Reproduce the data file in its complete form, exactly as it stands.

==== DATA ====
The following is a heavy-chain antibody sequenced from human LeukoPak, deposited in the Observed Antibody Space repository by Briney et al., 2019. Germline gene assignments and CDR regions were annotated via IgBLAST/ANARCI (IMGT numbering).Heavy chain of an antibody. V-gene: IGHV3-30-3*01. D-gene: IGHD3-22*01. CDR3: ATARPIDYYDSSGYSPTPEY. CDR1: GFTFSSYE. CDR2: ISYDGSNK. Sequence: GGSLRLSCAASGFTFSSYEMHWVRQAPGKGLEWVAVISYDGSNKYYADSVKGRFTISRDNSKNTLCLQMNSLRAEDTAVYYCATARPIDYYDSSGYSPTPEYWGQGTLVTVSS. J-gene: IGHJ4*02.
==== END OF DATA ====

The following is a heavy-chain antibody sequenced from human LeukoPak, deposited in the Observed Antibody Space repository by Briney et al., 2019. Germline gene assignments and CDR regions were annotated via IgBLAST/ANARCI (IMGT numbering).Heavy chain of an antibody. V-gene: IGHV3-30-3*01. D-gene: IGHD3-22*01. CDR3: ATARPIDYYDSSGYSPTPEY. CDR1: GFTFSSYE. CDR2: ISYDGSNK. Sequence: GGSLRLSCAASGFTFSSYEMHWVRQAPGKGLEWVAVISYDGSNKYYADSVKGRFTISRDNSKNTLCLQMNSLRAEDTAVYYCATARPIDYYDSSGYSPTPEYWGQGTLVTVSS. J-gene: IGHJ4*02.